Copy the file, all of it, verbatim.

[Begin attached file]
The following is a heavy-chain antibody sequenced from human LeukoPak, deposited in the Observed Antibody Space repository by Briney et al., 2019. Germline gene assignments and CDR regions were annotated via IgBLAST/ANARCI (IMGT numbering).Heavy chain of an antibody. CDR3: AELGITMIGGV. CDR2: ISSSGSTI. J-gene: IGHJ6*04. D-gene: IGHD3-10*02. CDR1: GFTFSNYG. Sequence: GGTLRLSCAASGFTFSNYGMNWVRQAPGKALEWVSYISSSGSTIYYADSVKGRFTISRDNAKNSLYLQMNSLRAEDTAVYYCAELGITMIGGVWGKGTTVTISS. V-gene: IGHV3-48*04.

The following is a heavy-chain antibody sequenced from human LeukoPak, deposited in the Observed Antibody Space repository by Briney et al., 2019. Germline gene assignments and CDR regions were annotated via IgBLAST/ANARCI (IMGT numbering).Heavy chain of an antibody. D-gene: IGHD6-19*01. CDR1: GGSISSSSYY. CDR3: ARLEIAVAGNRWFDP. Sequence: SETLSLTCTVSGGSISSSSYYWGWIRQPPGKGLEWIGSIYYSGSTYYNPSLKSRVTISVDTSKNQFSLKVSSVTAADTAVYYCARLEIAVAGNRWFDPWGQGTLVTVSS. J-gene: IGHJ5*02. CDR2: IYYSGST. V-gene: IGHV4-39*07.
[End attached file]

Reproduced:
The following is a heavy-chain antibody sequenced from human LeukoPak, deposited in the Observed Antibody Space repository by Briney et al., 2019. Germline gene assignments and CDR regions were annotated via IgBLAST/ANARCI (IMGT numbering).Heavy chain of an antibody. CDR3: AELGITMIGGV. CDR2: ISSSGSTI. J-gene: IGHJ6*04. D-gene: IGHD3-10*02. CDR1: GFTFSNYG. Sequence: GGTLRLSCAASGFTFSNYGMNWVRQAPGKALEWVSYISSSGSTIYYADSVKGRFTISRDNAKNSLYLQMNSLRAEDTAVYYCAELGITMIGGVWGKGTTVTISS. V-gene: IGHV3-48*04.

The following is a heavy-chain antibody sequenced from human LeukoPak, deposited in the Observed Antibody Space repository by Briney et al., 2019. Germline gene assignments and CDR regions were annotated via IgBLAST/ANARCI (IMGT numbering).Heavy chain of an antibody. D-gene: IGHD6-19*01. CDR1: GGSISSSSYY. CDR3: ARLEIAVAGNRWFDP. Sequence: SETLSLTCTVSGGSISSSSYYWGWIRQPPGKGLEWIGSIYYSGSTYYNPSLKSRVTISVDTSKNQFSLKVSSVTAADTAVYYCARLEIAVAGNRWFDPWGQGTLVTVSS. J-gene: IGHJ5*02. CDR2: IYYSGST. V-gene: IGHV4-39*07.